“Let’s not forget that the North Koreans did promise something,” Sanders said, responding to a reporter’s question about why Trump agreed to a meeting — unprecedented between leaders of the two nations — without preconditions.

She added: “We are not going to have this meeting take place until we see concrete actions that match the words and the rhetoric of North Korea.”

Still, the White House indicated that planning for the meeting was fully on track.

The previous night’s announcement of the summit marked a dramatic turnaround after a year of escalating tensions and rude insults between the two leaders. A personal meeting would have been all but unthinkable when Trump was being dismissed as a “senile dotard” and the Korean “rocket man” was snapping off weapons tests in his quest for a nuclear arsenal that could threaten the U.S. mainland.

North Korea’s capabilities are indeed close to posing a direct atomic threat to the U.S. And the wider world has grown fearful of a resumption of the Korean War that ended in 1953 without a peace treaty.

The prospect of the first U.S.-North Korea summit has allayed those fears somewhat. The European Union, Russia and China — whose leader spoke by phone with Trump on Friday — have all welcomed the move.

North Korea’s government has yet to formally comment on its invitation to Trump. South Korea said the president agreed to meet Kim by May, but Sanders said Friday that no time and place had been set.

The “promises” on denuclearization and desisting from weapons tests were relayed to Trump by South Korean officials who had met with Kim on Monday and brought his summit invitation to the White House. Trump discussed the offer with top aides on Thursday. Some expressed their reservations but ultimately supported the president’s decision to accept it, according to U.S. officials who were briefed on the talks and requested anonymity to discuss them.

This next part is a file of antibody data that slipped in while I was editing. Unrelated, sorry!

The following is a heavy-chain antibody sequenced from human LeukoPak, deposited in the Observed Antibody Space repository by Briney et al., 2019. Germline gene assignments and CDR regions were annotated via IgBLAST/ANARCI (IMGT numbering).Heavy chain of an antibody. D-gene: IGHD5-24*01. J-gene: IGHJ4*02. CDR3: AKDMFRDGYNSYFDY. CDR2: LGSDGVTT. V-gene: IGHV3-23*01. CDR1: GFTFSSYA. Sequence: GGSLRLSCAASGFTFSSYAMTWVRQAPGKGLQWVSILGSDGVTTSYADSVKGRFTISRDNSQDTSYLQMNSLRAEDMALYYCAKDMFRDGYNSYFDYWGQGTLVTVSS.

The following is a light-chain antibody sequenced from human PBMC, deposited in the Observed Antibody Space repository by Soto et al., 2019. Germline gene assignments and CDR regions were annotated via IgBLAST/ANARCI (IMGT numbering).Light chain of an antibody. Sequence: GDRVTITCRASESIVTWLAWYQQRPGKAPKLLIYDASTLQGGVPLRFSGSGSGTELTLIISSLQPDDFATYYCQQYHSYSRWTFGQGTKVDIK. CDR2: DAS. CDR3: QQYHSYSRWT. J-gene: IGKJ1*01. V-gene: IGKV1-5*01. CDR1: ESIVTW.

Still, some lawmakers and foreign policy experts voiced skepticism about the wisdom of agreeing to a summit without preparations by lower-level officials, particularly given the lack of trust between the two sides. North Korea is also holding three American citizens for what Washington views as political reasons.

“A presidential visit is really the highest coin in the realm in diplomacy circles,” said Bruce Klingner, a Korea expert at the conservative-leaning Heritage Foundation, adding that Trump “seemed to spend it without getting anything in return, not even the release of the three U.S. captives.”

Some say Trump could be setting himself up for failure amid doubts over whether Kim has any intention to relinquish a formidable atomic arsenal that he has made central to his personal stature and North Korea’s standing in the world. Kim would also boost his own standing by becoming the first of the three hereditary leaders of North Korea to sit down with an American president.

Evans Revere, a former senior State Department official experienced in negotiating with North Korea, warned there is a disconnect between how the North and the U.S. describes “denuclearization” of the divided Korean Peninsula. For the U.S. it refers to North Korea giving up its nukes; for North Korea it also means removing the threat of American forces in South Korea and the nuclear deterrent with which the U.S. protects its allies in the region.

“The fundamental definition of denuclearization is quite different between Washington and Pyongyang,” Revere said, noting that as recently as Jan. 1, Kim had vigorously reaffirmed the importance of nukes for North Korea’s security. He said that misunderstandings at a summit could lead to “recrimination and anger” and even military action if Trump were embarrassed by failure.

“There is good reason to talk, but only if we are talking about something that is worth doing and that could be reasonably verified,” said former Defense Secretary William Perry, who dealt with North Korea during President Bill Clinton’s administration. “Otherwise we are setting ourselves up for a major diplomatic failure.”

The White House maintains that Kim has been compelled to reach out for presidential-level talks because of Trump’s policy of “maximum pressure.”

“North Korea’s desire to meet to discuss denuclearization — while suspending all ballistic missile and nuclear testing — is evidence that President Trump’s strategy to isolate the Kim regime is working,” Vice President Mike Pence, who has visited the region, said Friday in a written statement.